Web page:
Publication

The Protestant dimension of the ethical critique of carbon commodification - reprint

Kamminga, M. R., 29-Oct-2019, Christian Faith, Philosophy & International Relations: The Lamb and the Wolf. Polinder, S. & Buijs, G. J. (eds.). Leiden: Brill, p. 265-284 20 p.

Research output: Chapter in Book/Report/Conference proceedingChapterAcademicpeer-review

Some influential philosophers have argued that carbon commodification is a morally bad means of combating global climate change. This article argues that the ethical critique of carbon commodification derives moral coherence and strength from its implicit religious foundation, that is, the “Protestant” understanding of social ethics on which it relies. The argument is threefold. First, the ethical critique of carbon commodification is not a strictly ethical position, as it typically depends on prophetic indictment as well as moral-philosophical concerns. Second, the ethical critique of carbon commodification involves a secularized continuation of the “Protestant” tradition within Christian thought. Third, its “Protestant-ness” gives the ethical critique of carbon commodification critical power, as the very occurrence of climate change implies coherency problems for the opposing dominant “Roman” tradition.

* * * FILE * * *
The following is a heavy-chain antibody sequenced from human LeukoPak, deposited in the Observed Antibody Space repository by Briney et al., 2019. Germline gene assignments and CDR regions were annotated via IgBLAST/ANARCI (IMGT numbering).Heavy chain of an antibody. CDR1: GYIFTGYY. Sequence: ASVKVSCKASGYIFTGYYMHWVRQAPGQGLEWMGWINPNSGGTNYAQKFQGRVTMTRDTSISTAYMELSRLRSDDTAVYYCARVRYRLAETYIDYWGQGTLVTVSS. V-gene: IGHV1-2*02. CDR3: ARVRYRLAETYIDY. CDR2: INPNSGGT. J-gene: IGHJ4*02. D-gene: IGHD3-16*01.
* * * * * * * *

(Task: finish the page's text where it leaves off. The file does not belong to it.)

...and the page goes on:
Original languageEnglish
Title of host publicationChristian Faith, Philosophy & International Relations
Subtitle of host publicationThe Lamb and the Wolf
EditorsSimon Polinder, Govert J. Buijs
Place of PublicationLeiden
PublisherBrill
Chapter14
Pages265-284
Number of pages20
ISBN (Electronic)978-90-04-40989-7
ISBN (Print)978-90-04-40988-0
Publication statusPublished - 29-Oct-2019

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